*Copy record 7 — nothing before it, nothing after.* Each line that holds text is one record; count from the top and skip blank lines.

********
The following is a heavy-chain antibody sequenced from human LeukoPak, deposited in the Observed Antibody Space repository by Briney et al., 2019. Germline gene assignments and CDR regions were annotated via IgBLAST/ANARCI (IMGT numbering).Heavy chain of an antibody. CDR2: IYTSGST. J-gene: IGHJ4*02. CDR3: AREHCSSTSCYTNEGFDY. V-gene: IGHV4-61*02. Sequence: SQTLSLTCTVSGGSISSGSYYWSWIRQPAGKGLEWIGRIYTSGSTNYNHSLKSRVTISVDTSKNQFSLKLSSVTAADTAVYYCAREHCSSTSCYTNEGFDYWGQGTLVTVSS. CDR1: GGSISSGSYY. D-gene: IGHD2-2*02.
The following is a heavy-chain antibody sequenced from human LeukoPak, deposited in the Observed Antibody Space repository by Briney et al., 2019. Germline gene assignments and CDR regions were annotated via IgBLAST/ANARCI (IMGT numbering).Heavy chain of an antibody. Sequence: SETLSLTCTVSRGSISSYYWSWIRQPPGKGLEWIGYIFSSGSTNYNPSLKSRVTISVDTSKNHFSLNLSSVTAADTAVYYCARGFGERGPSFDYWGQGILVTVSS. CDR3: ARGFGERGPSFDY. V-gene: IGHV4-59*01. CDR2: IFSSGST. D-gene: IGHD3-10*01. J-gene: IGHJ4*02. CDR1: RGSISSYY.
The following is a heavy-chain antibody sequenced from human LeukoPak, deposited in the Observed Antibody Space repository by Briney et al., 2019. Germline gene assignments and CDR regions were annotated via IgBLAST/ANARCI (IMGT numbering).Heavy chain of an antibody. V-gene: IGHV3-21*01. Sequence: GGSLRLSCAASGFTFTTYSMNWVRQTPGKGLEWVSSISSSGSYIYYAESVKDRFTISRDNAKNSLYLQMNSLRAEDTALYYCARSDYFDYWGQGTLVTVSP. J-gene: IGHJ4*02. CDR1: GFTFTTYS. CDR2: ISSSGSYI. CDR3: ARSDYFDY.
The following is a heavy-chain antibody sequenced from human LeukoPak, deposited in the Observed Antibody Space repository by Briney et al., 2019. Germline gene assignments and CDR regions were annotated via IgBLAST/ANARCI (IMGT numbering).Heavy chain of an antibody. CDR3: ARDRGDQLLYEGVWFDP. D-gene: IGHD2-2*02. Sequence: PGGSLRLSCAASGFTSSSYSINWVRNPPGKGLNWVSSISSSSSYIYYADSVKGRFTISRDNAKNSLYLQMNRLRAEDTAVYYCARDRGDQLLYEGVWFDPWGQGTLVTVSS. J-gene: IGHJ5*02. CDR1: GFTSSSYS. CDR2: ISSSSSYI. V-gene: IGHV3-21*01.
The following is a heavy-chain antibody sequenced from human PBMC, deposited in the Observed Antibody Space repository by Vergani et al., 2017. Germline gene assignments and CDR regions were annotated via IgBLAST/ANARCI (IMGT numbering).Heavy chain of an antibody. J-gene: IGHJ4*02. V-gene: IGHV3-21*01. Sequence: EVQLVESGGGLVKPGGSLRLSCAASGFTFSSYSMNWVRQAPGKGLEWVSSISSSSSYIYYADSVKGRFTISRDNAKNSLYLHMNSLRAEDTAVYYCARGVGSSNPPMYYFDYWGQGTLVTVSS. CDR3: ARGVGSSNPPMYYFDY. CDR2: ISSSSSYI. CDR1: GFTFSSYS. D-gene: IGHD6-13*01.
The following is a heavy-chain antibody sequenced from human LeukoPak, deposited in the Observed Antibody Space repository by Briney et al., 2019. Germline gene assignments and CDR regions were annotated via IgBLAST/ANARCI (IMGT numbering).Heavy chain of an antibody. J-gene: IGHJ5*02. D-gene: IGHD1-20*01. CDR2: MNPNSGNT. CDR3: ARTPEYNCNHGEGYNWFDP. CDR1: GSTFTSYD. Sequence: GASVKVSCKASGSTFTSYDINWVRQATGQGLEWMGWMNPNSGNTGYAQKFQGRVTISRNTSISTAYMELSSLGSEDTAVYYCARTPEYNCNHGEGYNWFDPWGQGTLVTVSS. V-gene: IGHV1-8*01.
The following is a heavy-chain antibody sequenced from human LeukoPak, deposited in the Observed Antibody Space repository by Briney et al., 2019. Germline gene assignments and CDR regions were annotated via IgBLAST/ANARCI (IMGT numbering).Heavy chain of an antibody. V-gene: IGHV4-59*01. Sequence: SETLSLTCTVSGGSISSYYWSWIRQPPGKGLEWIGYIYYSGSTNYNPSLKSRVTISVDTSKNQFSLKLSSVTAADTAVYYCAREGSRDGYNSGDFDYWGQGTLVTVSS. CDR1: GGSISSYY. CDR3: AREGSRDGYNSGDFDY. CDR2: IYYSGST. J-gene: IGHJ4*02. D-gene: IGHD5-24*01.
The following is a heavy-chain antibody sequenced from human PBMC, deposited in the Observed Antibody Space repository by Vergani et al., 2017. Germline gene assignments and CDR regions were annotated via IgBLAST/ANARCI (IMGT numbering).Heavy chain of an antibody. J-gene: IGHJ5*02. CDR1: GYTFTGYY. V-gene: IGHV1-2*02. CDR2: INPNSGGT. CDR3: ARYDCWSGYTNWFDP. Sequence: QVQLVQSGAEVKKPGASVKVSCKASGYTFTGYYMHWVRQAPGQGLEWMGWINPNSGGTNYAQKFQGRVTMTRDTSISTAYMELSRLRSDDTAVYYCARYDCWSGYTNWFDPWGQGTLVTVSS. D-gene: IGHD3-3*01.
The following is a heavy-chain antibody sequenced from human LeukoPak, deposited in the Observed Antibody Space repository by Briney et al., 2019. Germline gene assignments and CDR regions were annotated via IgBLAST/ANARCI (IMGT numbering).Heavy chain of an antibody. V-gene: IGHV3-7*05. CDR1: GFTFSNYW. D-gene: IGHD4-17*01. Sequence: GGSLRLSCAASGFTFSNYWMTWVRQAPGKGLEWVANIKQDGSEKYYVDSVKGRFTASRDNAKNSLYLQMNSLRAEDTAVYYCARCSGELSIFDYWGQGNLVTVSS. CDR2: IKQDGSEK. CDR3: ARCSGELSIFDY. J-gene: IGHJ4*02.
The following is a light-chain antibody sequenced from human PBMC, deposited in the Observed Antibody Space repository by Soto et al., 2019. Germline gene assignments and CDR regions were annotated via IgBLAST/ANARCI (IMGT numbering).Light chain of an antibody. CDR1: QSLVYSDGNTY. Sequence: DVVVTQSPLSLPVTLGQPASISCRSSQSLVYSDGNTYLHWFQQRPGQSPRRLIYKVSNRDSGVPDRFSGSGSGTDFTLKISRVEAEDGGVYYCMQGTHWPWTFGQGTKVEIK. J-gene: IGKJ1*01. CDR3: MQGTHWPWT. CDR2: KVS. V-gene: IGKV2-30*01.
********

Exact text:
The following is a heavy-chain antibody sequenced from human LeukoPak, deposited in the Observed Antibody Space repository by Briney et al., 2019. Germline gene assignments and CDR regions were annotated via IgBLAST/ANARCI (IMGT numbering).Heavy chain of an antibody. V-gene: IGHV4-59*01. Sequence: SETLSLTCTVSGGSISSYYWSWIRQPPGKGLEWIGYIYYSGSTNYNPSLKSRVTISVDTSKNQFSLKLSSVTAADTAVYYCAREGSRDGYNSGDFDYWGQGTLVTVSS. CDR1: GGSISSYY. CDR3: AREGSRDGYNSGDFDY. CDR2: IYYSGST. J-gene: IGHJ4*02. D-gene: IGHD5-24*01.